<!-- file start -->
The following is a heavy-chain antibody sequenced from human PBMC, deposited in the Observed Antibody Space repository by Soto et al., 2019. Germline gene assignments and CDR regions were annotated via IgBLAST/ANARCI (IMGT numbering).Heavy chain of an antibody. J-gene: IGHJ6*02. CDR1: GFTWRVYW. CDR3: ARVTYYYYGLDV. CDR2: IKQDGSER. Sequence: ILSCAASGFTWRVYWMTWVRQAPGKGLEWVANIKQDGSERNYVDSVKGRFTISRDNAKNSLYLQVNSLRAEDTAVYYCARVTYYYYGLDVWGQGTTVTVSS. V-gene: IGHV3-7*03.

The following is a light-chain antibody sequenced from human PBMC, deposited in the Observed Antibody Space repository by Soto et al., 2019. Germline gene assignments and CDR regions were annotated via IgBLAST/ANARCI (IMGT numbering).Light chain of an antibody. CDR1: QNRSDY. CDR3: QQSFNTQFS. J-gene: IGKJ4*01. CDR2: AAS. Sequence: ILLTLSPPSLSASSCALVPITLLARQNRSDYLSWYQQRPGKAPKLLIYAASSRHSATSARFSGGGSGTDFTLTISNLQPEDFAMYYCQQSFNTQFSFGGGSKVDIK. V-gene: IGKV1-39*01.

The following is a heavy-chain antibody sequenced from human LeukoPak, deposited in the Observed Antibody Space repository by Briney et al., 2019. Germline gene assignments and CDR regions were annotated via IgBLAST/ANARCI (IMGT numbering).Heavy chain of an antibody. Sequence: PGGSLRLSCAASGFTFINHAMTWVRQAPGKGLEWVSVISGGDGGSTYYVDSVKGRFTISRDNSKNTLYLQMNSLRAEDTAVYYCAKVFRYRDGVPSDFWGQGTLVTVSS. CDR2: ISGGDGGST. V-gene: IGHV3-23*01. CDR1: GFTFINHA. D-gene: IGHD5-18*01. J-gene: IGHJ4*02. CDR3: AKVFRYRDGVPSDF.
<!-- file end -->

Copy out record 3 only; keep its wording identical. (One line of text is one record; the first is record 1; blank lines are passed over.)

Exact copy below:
The following is a heavy-chain antibody sequenced from human LeukoPak, deposited in the Observed Antibody Space repository by Briney et al., 2019. Germline gene assignments and CDR regions were annotated via IgBLAST/ANARCI (IMGT numbering).Heavy chain of an antibody. Sequence: PGGSLRLSCAASGFTFINHAMTWVRQAPGKGLEWVSVISGGDGGSTYYVDSVKGRFTISRDNSKNTLYLQMNSLRAEDTAVYYCAKVFRYRDGVPSDFWGQGTLVTVSS. CDR2: ISGGDGGST. V-gene: IGHV3-23*01. CDR1: GFTFINHA. D-gene: IGHD5-18*01. J-gene: IGHJ4*02. CDR3: AKVFRYRDGVPSDF.